Verizon data breach study finds cyber espionage on the rise

Verizon data breach study finds cyber espionage on the rise
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Cyber espionage is the most common form of attack targeting manufacturing companies, the public sector and education organizations, Verizon found in its annual investigative report on data breaches released Thursday.

The company's latest report analyzed nearly 2,000 breaches around the world, identifying more than 300 as espionage-related.

Verizon's study also found a 50 percent increase in ransomware attacks over the previous year. More than half of the data breaches analyzed used malware, with ransomware becoming the fifth-most commonly used variety.

The top three industries targeted by data breaches were financial services, healthcare and the public sector, representing 25 percent, 15 percent and 12 percent of the breaches reviewed, respectively, according to the report.

The study also found that nearly 7 in 10 healthcare threat actors were inside the targeted organization. 


Large organizations are not the only focus — more than 60 percent of the victims analyzed in the latest report were businesses with less than 1,000 employees.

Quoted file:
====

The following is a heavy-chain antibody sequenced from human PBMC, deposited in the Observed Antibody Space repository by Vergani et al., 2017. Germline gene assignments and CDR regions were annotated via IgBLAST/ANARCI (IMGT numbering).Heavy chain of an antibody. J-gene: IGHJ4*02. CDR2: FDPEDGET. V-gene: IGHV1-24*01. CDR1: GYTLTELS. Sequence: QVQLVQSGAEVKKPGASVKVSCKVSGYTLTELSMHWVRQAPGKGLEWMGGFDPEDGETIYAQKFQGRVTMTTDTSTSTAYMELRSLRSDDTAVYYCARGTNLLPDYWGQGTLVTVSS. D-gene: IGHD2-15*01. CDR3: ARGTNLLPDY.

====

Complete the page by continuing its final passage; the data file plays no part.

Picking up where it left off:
Unsurprisingly, the study also shows that lax security practices are a major vulnerability for businesses. More than 8 in 10 of the hacking-related breaches involved the use of stolen or weak passwords.

The report, which includes a number of takeaways for specific industries, draws on collective data of breaches and incidents investigated by Verizon or its 65 partner organizations globally. 

“The cybercrime data for each industry varies dramatically,” Bryan Sartin, the executive director of Global Security Services at Verizon Enterprise Solutions, said. 

“It is only by understanding the fundamental workings of each vertical that you can appreciate the cybersecurity challenges they face and recommend appropriate actions.” 

“Our report demonstrates that there is no such thing as an impenetrable system, but doing the basics well makes a real difference,” he said. “Often, even a basic defense will deter cybercriminals who will move on to look for an easier target.”